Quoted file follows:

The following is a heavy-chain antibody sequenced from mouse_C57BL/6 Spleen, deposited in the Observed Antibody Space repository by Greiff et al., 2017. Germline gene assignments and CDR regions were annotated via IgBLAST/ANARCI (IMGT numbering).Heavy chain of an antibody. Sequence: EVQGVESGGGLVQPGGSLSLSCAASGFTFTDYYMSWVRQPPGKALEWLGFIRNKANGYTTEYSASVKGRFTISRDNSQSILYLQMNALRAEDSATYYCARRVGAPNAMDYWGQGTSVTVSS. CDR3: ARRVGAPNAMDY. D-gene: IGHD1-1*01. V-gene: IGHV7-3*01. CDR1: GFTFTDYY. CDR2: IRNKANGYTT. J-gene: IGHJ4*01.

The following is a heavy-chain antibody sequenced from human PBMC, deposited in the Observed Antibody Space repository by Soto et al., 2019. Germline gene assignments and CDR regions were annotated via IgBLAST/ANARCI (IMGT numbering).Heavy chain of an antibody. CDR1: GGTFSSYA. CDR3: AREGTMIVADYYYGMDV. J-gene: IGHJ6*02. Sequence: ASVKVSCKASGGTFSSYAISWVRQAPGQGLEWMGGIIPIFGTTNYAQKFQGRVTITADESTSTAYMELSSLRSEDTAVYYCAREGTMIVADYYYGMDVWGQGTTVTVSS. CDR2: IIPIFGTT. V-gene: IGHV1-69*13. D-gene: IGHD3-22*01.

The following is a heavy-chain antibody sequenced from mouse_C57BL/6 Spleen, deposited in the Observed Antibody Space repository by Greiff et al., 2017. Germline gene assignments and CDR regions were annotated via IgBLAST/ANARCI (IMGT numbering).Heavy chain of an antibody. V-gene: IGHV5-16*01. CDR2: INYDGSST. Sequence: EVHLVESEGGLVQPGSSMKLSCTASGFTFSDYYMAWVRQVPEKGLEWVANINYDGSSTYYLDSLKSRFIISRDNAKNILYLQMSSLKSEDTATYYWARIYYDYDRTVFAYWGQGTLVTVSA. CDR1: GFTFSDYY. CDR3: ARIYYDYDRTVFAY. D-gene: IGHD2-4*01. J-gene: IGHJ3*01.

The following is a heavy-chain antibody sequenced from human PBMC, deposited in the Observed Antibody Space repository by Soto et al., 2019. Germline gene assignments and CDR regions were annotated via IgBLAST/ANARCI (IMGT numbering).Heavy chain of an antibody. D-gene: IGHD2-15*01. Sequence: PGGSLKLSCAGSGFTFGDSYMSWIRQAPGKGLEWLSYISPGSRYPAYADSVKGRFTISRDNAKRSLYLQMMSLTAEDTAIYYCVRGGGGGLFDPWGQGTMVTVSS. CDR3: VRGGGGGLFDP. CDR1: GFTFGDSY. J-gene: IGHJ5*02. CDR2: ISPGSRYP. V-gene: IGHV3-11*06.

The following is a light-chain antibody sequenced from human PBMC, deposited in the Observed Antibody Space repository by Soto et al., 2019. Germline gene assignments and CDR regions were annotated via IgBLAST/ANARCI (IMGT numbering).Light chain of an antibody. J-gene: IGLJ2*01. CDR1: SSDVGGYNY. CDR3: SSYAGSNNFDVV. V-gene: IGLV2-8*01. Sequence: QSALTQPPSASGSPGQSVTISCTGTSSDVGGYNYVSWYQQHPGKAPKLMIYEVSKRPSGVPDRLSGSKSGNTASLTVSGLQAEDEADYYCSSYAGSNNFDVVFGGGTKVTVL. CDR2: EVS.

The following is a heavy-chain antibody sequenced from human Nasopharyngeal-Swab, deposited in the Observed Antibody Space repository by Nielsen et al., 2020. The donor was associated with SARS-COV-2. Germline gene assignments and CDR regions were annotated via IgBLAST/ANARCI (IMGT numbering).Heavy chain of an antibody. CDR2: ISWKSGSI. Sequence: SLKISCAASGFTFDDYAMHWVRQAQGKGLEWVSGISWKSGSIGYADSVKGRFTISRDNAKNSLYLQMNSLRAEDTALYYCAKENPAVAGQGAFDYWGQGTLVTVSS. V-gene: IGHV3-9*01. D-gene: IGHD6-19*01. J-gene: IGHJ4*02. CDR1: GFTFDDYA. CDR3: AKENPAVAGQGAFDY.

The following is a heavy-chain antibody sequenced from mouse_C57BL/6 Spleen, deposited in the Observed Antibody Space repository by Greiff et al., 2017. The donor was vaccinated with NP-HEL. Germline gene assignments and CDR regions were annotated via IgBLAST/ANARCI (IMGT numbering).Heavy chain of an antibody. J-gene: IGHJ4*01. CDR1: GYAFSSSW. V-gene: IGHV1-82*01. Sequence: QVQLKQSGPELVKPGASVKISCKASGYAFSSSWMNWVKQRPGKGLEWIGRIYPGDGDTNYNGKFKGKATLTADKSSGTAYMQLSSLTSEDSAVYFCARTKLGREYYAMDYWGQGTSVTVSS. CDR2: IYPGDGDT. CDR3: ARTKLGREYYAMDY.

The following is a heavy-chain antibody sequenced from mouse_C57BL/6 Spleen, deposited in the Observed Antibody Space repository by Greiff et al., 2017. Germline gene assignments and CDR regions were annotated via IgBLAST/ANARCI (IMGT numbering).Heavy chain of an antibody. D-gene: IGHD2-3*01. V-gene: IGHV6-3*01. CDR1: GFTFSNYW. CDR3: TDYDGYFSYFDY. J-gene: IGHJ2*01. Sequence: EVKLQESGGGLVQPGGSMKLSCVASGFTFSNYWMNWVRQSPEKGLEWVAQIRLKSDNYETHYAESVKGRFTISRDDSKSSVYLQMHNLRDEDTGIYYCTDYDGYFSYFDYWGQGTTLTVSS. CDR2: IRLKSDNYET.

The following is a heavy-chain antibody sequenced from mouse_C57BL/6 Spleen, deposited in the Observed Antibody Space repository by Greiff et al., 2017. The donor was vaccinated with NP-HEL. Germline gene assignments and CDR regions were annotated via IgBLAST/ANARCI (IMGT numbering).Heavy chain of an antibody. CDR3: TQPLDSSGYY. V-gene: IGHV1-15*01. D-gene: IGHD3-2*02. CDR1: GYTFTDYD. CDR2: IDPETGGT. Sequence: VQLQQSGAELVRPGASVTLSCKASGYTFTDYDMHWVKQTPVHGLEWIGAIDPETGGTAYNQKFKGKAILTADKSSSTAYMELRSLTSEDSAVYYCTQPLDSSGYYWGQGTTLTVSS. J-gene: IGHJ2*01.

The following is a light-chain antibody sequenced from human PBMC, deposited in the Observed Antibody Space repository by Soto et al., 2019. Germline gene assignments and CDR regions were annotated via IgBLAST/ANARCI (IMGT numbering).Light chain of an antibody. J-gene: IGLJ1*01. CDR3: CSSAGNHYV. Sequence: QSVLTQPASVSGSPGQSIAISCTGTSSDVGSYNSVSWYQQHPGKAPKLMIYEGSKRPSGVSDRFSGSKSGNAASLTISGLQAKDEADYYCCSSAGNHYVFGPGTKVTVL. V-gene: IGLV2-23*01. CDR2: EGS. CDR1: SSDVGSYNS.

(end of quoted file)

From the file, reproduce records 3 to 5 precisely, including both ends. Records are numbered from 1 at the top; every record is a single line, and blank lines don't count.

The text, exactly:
The following is a heavy-chain antibody sequenced from mouse_C57BL/6 Spleen, deposited in the Observed Antibody Space repository by Greiff et al., 2017. Germline gene assignments and CDR regions were annotated via IgBLAST/ANARCI (IMGT numbering).Heavy chain of an antibody. V-gene: IGHV5-16*01. CDR2: INYDGSST. Sequence: EVHLVESEGGLVQPGSSMKLSCTASGFTFSDYYMAWVRQVPEKGLEWVANINYDGSSTYYLDSLKSRFIISRDNAKNILYLQMSSLKSEDTATYYWARIYYDYDRTVFAYWGQGTLVTVSA. CDR1: GFTFSDYY. CDR3: ARIYYDYDRTVFAY. D-gene: IGHD2-4*01. J-gene: IGHJ3*01.

The following is a heavy-chain antibody sequenced from human PBMC, deposited in the Observed Antibody Space repository by Soto et al., 2019. Germline gene assignments and CDR regions were annotated via IgBLAST/ANARCI (IMGT numbering).Heavy chain of an antibody. D-gene: IGHD2-15*01. Sequence: PGGSLKLSCAGSGFTFGDSYMSWIRQAPGKGLEWLSYISPGSRYPAYADSVKGRFTISRDNAKRSLYLQMMSLTAEDTAIYYCVRGGGGGLFDPWGQGTMVTVSS. CDR3: VRGGGGGLFDP. CDR1: GFTFGDSY. J-gene: IGHJ5*02. CDR2: ISPGSRYP. V-gene: IGHV3-11*06.

The following is a light-chain antibody sequenced from human PBMC, deposited in the Observed Antibody Space repository by Soto et al., 2019. Germline gene assignments and CDR regions were annotated via IgBLAST/ANARCI (IMGT numbering).Light chain of an antibody. J-gene: IGLJ2*01. CDR1: SSDVGGYNY. CDR3: SSYAGSNNFDVV. V-gene: IGLV2-8*01. Sequence: QSALTQPPSASGSPGQSVTISCTGTSSDVGGYNYVSWYQQHPGKAPKLMIYEVSKRPSGVPDRLSGSKSGNTASLTVSGLQAEDEADYYCSSYAGSNNFDVVFGGGTKVTVL. CDR2: EVS.